Traditional Japanese clothing / From Wikipedia, the free encyclopedia

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The kimono (きもの/着物, lit.'thing to wear')[lower-alpha 1] is a traditional Japanese garment and the national dress of Japan. The kimono is a wrapped-front garment with square sleeves and a rectangular body, and is worn left side wrapped over right, unless the wearer is deceased.[2] The kimono is traditionally worn with a broad sash, called an obi, and is commonly worn with accessories such as zōri sandals and tabi socks.

A young woman kneeling in an offwhite formal kimono with a traditionally-stylized pink blossom pattern.
A Zen templegoer wearing a formal cherry-blossom-motif kimono.
A Japanese man kneeling wearing a cream kimono and a blue jacket.
A rakugoka wearing kimono and 5-mon haori.
A man and a woman wearing formal kimono, for a 1923 wedding (other views).
The back view of a long sleeved kimono decorated with a large tree and flowers on a black, yellow and wave-patterned background.
Kimono for a young woman, depicting a boat on swirling water, with pine tree, plum blossoms and maples. Japan, 1912–1926. From the Khalili Collection of Kimono
A woman standing outside a building wearing a short sleeved light pink kimono with a gold belt.
Woman in kimono at Fukuoka City Hall
Quick facts: Kimono, Japanese name, Kanji, Transcriptions,...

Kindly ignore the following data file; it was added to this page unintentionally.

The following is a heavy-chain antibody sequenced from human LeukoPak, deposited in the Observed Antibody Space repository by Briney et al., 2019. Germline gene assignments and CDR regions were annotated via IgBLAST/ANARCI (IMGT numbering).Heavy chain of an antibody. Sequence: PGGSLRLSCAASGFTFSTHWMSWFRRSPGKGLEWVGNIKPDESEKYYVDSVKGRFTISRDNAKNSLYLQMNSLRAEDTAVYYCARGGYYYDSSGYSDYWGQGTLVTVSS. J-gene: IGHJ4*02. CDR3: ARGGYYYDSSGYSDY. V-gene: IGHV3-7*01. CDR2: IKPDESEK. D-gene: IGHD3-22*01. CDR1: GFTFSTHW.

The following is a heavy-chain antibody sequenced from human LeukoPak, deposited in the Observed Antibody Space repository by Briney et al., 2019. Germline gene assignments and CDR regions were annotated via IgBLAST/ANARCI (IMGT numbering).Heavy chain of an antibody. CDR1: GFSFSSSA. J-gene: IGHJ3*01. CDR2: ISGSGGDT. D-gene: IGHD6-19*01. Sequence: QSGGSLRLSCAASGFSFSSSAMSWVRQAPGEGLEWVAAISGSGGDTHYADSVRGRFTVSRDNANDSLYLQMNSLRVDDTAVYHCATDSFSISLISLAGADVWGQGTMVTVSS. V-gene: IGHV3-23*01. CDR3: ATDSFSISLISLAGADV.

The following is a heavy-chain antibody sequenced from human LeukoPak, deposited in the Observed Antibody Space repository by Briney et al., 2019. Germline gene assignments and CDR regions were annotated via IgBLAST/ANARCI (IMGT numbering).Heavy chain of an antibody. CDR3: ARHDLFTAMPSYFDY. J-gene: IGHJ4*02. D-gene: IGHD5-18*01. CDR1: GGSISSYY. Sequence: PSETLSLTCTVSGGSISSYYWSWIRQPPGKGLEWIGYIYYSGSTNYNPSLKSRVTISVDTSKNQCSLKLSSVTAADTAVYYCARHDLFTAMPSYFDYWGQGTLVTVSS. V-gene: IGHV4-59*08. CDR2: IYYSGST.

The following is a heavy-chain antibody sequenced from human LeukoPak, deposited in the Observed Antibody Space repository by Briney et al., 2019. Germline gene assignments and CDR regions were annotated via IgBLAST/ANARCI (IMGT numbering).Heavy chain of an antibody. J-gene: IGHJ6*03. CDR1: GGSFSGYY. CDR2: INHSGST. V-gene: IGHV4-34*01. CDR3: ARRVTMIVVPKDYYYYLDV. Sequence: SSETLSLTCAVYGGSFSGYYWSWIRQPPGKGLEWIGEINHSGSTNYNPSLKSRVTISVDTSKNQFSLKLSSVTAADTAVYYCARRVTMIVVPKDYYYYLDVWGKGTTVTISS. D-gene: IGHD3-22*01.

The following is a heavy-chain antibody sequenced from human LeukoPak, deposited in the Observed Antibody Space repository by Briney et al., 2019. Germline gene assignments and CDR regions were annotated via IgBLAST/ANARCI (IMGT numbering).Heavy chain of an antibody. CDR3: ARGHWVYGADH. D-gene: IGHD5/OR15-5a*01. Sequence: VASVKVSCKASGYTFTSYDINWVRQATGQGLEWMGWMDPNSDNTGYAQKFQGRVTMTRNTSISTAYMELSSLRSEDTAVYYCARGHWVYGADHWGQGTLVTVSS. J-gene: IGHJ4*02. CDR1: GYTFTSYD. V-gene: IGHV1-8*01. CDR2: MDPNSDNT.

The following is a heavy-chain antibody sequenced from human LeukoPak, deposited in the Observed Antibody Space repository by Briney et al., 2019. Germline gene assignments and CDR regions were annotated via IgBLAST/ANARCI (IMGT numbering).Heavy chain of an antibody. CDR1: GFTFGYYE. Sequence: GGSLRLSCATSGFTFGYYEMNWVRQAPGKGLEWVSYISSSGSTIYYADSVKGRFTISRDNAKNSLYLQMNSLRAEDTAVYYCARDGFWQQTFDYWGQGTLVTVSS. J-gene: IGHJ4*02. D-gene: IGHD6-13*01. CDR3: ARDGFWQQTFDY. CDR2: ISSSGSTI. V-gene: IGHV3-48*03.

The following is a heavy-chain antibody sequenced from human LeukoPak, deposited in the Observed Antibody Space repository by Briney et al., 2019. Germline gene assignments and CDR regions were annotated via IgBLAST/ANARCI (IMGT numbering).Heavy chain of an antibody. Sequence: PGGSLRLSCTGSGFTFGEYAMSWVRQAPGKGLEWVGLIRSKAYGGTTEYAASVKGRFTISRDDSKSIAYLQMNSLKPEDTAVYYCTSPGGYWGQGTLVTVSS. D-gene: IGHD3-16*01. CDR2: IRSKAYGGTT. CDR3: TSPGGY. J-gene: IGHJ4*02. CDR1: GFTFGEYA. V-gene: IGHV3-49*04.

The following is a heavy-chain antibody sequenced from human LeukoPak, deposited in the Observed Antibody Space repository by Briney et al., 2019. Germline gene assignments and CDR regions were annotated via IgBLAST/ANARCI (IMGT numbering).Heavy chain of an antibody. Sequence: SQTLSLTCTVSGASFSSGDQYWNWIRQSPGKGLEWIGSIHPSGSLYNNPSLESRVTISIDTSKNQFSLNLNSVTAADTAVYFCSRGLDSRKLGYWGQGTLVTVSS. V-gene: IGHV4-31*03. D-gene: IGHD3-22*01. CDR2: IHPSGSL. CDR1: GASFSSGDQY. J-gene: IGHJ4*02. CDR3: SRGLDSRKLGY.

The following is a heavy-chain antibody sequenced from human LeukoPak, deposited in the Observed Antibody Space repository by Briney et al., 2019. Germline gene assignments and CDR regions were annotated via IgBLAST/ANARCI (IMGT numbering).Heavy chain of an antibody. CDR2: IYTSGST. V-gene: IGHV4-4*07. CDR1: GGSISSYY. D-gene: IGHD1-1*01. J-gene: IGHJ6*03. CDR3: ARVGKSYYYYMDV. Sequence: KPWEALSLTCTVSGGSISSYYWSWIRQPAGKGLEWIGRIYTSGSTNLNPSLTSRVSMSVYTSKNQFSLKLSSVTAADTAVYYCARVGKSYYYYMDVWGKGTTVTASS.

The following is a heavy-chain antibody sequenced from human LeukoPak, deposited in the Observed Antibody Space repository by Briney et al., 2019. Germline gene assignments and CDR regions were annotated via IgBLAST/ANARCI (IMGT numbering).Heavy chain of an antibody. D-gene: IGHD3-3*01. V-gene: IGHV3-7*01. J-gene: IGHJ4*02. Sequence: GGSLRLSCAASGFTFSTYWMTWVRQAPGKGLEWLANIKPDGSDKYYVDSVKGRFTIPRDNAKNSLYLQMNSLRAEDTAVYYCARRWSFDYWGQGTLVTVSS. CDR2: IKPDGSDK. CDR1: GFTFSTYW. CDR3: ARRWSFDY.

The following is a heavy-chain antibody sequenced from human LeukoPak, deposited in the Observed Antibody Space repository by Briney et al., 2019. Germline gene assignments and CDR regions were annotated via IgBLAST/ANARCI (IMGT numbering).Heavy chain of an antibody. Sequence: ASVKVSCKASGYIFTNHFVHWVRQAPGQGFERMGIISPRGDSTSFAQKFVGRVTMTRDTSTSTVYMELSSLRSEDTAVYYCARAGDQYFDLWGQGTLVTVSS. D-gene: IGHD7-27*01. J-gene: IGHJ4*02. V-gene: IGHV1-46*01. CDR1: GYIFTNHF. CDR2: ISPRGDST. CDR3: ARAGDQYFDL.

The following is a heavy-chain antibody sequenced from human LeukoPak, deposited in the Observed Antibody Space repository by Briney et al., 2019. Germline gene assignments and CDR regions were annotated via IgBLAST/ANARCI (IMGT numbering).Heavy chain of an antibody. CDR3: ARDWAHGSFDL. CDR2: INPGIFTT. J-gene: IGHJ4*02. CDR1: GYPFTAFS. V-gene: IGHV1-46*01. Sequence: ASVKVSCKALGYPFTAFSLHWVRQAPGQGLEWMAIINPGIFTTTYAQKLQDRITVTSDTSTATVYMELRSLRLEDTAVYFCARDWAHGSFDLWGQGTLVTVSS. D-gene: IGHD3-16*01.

'Kimono' in kanji
Japanese name

Kimono have a set method of construction and are typically made from a long, narrow bolt of cloth known as a tanmono, though Western-style fabric bolts are also sometimes used.[3] There are different types of kimono for men, women, and children, varying based on the occasion, the season, the wearer's age, and – less commonly in the modern day – the wearer's marital status. Despite the kimono's reputation as a formal and difficult-to-wear garment, there are types of kimono suitable for both formal and informal occasions. The way a person wears their kimono is known as kitsuke (着付け, lit.'dressing').

Though previously the most common Japanese garment, the kimono in the present day has fallen out of favour and is rarely worn as everyday dress. Kimono are now most frequently seen at summer festivals, where people frequently wear the yukata, the most informal type of kimono; however, more formal types of kimono are also worn to funerals, weddings, graduations, and other formal events. Other people who commonly wear kimono include geisha and maiko, who are required to wear it as part of their profession, and rikishi, or sumo wrestlers, who must wear kimono at all times in public.[4]

Despite the low number of people who wear kimono regularly and the garment's reputation as a complicated article of clothing, the kimono has experienced a number of revivals in previous decades, and is still worn today as fashionable clothing in Japan.